Trainer specific bike advice

I’m looking to (inexpensively) set up something permanently on the trainer so I can stop pulling my good bike on and off. I have read a few threads on here but I’m wondering a few things still:
Are there any current recommendations for sourcing a cheap aluminum frame/bike?
How cheap/old is too cheap/old for this purpose?

  • The used marketplace (Craig’s List, FB Marketplace, EBAY, etc.) is a place to look. You can look for older models that are often affordable and perfect for trainer use.

To offer more specific info, what exact trainer do you have?

I have the Elite Suito. It has an 11 speed cassette but I’m rarely out of erg mode anyway.

OK, then you could reasonably use most “modern” bikes down to a 9-speed if you want. Might work fine on the trainer with the 11-speed cassette. Worst case you could swap the cassetted.

The main goal should be to find a bike sized appropriately for you so you can get close to your fit on your regular outside bike.

I appreciate the help.
So basically any aluminum 9 or above speed in my size off of craigslist or ebay should work.

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My daily rider is a 2017 Giant Defy Advanced 2 with an 11 speed cassette. Like you, I wanted to be able to just jump on and ride without constantly moving the bike. I found a 2013 Giant Defy 5 really cheap, so I bought it. It’s an 8 speed, but it’s dedicated to the trainer, so I just took the cassette off the rear wheel and swapped it onto the trainer. Also like you, I stay in ERG the majority of the time, so it’s really no issue. I now have a cheap trainer bike that’s the same geometry and set up exactly the same as my daily rider. If I decide to do a free ride on Zwift (which is rare) I just adjust the difficulty so that more closely resembles riding my 11 speed.

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Any bike would work, except for SRAM XD, which would need a hub driver.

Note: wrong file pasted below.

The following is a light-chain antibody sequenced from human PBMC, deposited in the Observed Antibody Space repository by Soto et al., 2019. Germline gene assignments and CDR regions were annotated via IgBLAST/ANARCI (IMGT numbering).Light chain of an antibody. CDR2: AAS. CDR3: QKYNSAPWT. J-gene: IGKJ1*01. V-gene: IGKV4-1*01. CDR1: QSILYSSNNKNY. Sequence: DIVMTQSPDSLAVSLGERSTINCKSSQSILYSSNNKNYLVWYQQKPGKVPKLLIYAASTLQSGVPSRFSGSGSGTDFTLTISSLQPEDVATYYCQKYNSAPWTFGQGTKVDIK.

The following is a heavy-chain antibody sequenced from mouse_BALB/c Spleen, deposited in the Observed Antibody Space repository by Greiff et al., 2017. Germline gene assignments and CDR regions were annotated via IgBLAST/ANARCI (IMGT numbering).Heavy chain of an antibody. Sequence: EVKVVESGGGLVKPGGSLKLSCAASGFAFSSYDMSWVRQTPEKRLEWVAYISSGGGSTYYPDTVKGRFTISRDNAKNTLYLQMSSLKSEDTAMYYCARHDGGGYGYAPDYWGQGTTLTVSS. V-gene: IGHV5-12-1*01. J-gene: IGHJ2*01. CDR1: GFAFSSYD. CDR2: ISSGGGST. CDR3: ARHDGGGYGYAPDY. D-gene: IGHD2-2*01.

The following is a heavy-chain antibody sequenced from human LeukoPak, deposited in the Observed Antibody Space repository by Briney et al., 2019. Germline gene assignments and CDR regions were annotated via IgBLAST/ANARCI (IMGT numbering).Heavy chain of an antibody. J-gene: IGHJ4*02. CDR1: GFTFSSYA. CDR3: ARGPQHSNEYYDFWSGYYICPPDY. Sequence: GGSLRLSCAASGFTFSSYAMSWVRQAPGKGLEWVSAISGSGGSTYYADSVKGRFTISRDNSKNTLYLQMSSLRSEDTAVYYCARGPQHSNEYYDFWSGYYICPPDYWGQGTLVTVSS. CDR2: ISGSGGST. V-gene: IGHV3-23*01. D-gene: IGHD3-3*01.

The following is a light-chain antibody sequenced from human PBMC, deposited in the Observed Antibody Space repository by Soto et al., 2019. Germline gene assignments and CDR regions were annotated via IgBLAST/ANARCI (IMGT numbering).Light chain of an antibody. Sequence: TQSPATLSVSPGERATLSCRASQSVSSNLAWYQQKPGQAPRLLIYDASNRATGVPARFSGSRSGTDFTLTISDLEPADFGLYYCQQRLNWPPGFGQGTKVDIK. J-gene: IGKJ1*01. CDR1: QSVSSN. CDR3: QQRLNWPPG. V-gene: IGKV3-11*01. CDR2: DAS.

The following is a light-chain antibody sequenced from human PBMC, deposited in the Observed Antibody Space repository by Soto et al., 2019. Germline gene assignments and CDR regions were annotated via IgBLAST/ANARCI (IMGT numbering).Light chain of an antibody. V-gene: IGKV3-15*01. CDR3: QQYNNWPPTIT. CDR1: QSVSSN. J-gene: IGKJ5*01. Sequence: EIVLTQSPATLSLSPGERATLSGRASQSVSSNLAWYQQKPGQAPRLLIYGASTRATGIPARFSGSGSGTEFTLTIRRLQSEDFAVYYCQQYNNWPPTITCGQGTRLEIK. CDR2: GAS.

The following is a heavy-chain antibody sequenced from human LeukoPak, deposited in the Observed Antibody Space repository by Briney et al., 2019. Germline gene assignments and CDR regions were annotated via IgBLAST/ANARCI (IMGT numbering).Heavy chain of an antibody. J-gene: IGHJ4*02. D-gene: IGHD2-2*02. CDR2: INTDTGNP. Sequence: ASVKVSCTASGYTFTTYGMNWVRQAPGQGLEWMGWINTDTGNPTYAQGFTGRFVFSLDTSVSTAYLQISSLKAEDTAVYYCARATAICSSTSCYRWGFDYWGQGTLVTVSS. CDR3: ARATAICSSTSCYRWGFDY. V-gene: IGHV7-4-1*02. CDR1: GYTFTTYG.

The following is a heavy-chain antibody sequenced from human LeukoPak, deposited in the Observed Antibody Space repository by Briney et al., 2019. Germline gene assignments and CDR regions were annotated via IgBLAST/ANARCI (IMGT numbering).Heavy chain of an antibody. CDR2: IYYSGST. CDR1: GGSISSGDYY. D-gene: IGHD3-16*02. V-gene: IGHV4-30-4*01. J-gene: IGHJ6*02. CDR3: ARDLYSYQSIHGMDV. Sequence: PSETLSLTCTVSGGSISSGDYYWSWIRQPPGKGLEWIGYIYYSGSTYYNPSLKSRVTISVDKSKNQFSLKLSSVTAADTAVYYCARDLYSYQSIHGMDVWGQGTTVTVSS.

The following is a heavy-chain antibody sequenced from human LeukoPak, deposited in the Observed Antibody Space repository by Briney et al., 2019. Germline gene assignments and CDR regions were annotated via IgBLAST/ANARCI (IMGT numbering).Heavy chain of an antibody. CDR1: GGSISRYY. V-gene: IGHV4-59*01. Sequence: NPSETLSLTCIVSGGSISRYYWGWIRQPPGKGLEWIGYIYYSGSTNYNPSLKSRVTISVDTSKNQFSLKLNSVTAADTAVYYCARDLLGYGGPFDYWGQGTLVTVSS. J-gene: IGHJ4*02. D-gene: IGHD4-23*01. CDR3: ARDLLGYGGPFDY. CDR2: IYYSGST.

7 speed, or less, cassette sizes would need extra spacers. Some older bikes used freewheels instead of cassettes , so be wary of that, and it only applies to 7 speed or less.

8, 9, and speed use the same 1.85mm spacer. Shimano cassettes may need an extra 1mm spacer, when unsure read the pdf file for the cassette model. The 1mm spacer is considered part of the cassette.

As long as you have spacers and a Shimano HG free hub bike, you’re good.

One other thing to look out for, wider Q factor cranks such as MTB cranks or touring triples. They are fine, but some people may be sensitive to it. It only applies if you’re looking at older hybrids.

With a static config you can make any bike fit and feel the way you want. Riser blocks to raise the front. Smaller front wheels to drop the front, etc. in addition to the normal stem riser and the like. The only fixed number is the q-factor of the cranks. And since it’s a fixed bike, longer chain stays won’t be an issue, nor is head angle, etc.

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I have an old 10 speed hard tail MTB on my trainer permanently. I set the saddle height and fore/aft relative to the cranks the same as my road bikes and have the same saddle. I rarely go out of ERG mode but I can.